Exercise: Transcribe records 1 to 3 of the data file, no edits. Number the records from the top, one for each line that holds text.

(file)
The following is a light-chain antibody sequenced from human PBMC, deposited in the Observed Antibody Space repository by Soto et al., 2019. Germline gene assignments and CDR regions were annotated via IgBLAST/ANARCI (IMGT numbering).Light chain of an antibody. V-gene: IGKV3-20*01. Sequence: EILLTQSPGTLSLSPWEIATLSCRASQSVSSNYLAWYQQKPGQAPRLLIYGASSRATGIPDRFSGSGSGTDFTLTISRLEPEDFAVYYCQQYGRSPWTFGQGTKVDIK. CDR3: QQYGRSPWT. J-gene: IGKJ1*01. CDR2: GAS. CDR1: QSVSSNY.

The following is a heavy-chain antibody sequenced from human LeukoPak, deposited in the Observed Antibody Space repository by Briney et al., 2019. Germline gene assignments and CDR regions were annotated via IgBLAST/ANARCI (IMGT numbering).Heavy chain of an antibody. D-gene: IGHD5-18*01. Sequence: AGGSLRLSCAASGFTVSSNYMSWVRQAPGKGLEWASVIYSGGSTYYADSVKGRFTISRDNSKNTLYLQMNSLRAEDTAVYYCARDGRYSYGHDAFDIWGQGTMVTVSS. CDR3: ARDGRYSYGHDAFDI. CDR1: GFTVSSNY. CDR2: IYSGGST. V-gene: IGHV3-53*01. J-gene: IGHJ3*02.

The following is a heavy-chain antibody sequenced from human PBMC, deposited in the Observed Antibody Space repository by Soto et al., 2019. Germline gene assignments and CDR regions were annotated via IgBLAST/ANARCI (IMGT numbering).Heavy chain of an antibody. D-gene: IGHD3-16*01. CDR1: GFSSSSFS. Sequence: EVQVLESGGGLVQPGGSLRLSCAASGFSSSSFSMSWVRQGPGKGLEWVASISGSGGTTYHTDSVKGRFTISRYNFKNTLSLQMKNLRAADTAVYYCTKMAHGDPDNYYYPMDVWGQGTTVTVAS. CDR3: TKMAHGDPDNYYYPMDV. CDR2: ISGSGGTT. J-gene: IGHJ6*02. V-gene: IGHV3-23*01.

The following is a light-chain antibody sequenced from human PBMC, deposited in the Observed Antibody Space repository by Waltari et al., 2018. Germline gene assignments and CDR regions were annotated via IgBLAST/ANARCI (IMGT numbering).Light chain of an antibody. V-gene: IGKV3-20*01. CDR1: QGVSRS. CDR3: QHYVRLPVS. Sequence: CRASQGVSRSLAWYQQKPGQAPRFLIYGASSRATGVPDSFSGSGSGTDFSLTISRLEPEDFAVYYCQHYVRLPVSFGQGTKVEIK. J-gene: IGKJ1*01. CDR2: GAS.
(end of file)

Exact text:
The following is a light-chain antibody sequenced from human PBMC, deposited in the Observed Antibody Space repository by Soto et al., 2019. Germline gene assignments and CDR regions were annotated via IgBLAST/ANARCI (IMGT numbering).Light chain of an antibody. V-gene: IGKV3-20*01. Sequence: EILLTQSPGTLSLSPWEIATLSCRASQSVSSNYLAWYQQKPGQAPRLLIYGASSRATGIPDRFSGSGSGTDFTLTISRLEPEDFAVYYCQQYGRSPWTFGQGTKVDIK. CDR3: QQYGRSPWT. J-gene: IGKJ1*01. CDR2: GAS. CDR1: QSVSSNY.

The following is a heavy-chain antibody sequenced from human LeukoPak, deposited in the Observed Antibody Space repository by Briney et al., 2019. Germline gene assignments and CDR regions were annotated via IgBLAST/ANARCI (IMGT numbering).Heavy chain of an antibody. D-gene: IGHD5-18*01. Sequence: AGGSLRLSCAASGFTVSSNYMSWVRQAPGKGLEWASVIYSGGSTYYADSVKGRFTISRDNSKNTLYLQMNSLRAEDTAVYYCARDGRYSYGHDAFDIWGQGTMVTVSS. CDR3: ARDGRYSYGHDAFDI. CDR1: GFTVSSNY. CDR2: IYSGGST. V-gene: IGHV3-53*01. J-gene: IGHJ3*02.

The following is a heavy-chain antibody sequenced from human PBMC, deposited in the Observed Antibody Space repository by Soto et al., 2019. Germline gene assignments and CDR regions were annotated via IgBLAST/ANARCI (IMGT numbering).Heavy chain of an antibody. D-gene: IGHD3-16*01. CDR1: GFSSSSFS. Sequence: EVQVLESGGGLVQPGGSLRLSCAASGFSSSSFSMSWVRQGPGKGLEWVASISGSGGTTYHTDSVKGRFTISRYNFKNTLSLQMKNLRAADTAVYYCTKMAHGDPDNYYYPMDVWGQGTTVTVAS. CDR3: TKMAHGDPDNYYYPMDV. CDR2: ISGSGGTT. J-gene: IGHJ6*02. V-gene: IGHV3-23*01.